Title Work: While the inspection and financing folks are working on their parts, the title company will be doing the title work on your property. Some of the items that come up often in the Northern portions of Itasca County are Road Maintenance Agreements for private roads, Easement issues, and Encroachment issues. If any of these issues are found, you, the seller, will need to work with your realtor to resolve them prior to closing on the sale.

Closing: On the purchase agreement, the buyer will have listed when they’d like to close on the sale. The lender knows the date. The title company knows the date, and both buyer and seller knows the date. Sounds like it is pretty set in stone, right? No 100%! The lender might not be ready. The title company might not be ready. Maybe an easement issue hasn’t been resolved yet, Your realtor will keep you informed on the process of the sale.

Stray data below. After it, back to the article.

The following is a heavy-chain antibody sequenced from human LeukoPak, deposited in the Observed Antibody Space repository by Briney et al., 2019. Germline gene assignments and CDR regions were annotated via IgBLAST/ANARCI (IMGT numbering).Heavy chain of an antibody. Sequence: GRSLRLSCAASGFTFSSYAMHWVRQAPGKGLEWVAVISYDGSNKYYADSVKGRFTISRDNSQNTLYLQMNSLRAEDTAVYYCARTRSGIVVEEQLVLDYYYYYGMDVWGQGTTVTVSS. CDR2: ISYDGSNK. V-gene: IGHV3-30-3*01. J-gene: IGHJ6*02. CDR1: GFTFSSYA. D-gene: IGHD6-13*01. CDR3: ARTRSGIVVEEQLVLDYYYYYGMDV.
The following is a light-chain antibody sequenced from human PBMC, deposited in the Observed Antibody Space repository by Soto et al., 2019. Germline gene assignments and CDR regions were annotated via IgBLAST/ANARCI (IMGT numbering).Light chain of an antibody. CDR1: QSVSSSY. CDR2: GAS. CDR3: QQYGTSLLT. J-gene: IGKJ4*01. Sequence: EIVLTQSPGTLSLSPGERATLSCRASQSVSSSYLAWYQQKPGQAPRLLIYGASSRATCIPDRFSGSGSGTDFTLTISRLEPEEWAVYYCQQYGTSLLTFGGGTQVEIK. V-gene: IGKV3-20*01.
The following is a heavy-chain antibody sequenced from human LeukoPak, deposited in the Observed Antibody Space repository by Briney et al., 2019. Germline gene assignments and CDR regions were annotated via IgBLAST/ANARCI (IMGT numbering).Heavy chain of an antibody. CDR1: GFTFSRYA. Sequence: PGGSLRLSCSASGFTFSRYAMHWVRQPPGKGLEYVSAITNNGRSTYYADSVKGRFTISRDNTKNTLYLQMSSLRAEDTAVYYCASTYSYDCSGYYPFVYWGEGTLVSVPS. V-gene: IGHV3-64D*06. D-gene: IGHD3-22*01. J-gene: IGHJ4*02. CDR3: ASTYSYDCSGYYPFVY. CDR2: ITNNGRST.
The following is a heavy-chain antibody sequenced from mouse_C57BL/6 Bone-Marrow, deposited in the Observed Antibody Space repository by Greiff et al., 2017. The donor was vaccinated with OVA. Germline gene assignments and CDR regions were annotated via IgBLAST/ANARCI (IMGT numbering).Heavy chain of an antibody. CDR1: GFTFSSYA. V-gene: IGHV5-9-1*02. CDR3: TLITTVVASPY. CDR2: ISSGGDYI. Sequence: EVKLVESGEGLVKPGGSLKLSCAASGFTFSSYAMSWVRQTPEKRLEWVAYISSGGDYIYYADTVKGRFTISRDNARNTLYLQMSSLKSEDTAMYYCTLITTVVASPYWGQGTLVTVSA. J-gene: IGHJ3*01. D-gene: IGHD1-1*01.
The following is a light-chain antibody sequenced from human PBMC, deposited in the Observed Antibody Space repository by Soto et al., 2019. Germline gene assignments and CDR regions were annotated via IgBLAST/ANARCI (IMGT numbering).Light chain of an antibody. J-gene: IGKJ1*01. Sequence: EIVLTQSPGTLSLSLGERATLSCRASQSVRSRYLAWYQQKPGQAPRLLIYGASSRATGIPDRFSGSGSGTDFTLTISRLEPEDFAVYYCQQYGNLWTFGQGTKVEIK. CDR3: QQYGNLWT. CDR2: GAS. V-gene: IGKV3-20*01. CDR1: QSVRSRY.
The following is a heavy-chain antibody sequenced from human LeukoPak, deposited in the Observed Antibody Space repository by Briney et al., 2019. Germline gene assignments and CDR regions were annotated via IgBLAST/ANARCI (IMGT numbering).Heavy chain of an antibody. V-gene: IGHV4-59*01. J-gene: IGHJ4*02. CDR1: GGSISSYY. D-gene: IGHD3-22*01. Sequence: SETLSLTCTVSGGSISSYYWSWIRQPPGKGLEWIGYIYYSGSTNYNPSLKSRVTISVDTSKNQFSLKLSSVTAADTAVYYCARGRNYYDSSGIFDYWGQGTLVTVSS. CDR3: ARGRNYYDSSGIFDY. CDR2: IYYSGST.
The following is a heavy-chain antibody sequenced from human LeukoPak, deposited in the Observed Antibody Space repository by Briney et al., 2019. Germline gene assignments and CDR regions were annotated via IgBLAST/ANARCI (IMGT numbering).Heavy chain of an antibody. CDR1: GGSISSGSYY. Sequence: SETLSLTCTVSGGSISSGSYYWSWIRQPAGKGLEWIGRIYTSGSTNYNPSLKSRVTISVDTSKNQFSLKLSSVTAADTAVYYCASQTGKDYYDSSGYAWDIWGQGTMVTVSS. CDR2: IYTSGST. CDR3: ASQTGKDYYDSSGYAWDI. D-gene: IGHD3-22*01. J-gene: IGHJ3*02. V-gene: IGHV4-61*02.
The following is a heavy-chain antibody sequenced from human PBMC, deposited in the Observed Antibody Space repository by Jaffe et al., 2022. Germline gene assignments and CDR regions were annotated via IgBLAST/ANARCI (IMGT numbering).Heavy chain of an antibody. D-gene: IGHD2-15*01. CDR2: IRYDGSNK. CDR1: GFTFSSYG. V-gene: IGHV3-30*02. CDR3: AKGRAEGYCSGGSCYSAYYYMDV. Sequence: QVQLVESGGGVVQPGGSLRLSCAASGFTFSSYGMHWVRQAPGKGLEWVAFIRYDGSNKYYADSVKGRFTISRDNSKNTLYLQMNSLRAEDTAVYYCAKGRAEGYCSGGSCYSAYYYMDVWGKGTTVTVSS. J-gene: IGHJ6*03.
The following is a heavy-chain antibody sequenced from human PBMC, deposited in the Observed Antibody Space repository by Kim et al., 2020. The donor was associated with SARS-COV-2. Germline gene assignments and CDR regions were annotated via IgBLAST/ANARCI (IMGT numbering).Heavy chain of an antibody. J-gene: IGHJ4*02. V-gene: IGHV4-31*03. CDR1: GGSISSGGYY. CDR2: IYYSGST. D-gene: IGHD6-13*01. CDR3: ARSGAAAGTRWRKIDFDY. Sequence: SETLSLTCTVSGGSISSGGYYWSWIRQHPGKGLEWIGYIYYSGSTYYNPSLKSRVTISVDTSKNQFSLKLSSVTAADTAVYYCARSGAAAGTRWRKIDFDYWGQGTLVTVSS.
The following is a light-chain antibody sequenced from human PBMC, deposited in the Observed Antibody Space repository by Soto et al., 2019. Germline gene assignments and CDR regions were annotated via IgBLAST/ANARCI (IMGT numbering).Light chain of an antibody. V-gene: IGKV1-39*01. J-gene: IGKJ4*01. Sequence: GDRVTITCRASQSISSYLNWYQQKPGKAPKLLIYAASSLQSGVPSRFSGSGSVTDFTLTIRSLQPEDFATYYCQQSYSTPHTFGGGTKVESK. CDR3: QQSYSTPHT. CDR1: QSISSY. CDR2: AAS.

Selling a home is a process for sure. Your celebration comes at the closing table once the buyers have signed and your home is now theirs.

Top Tips for House-Hunting Online


Hunting for a new home online is a great place to start your search, but it should not be your end all be all. Good listing agents are excellent at highlighting the best features of the home, but keep in mind there may be more than meets the eye. To make the most of your time and efforts and gather a well-rounded picture of home listings online, keep the following three things in mind.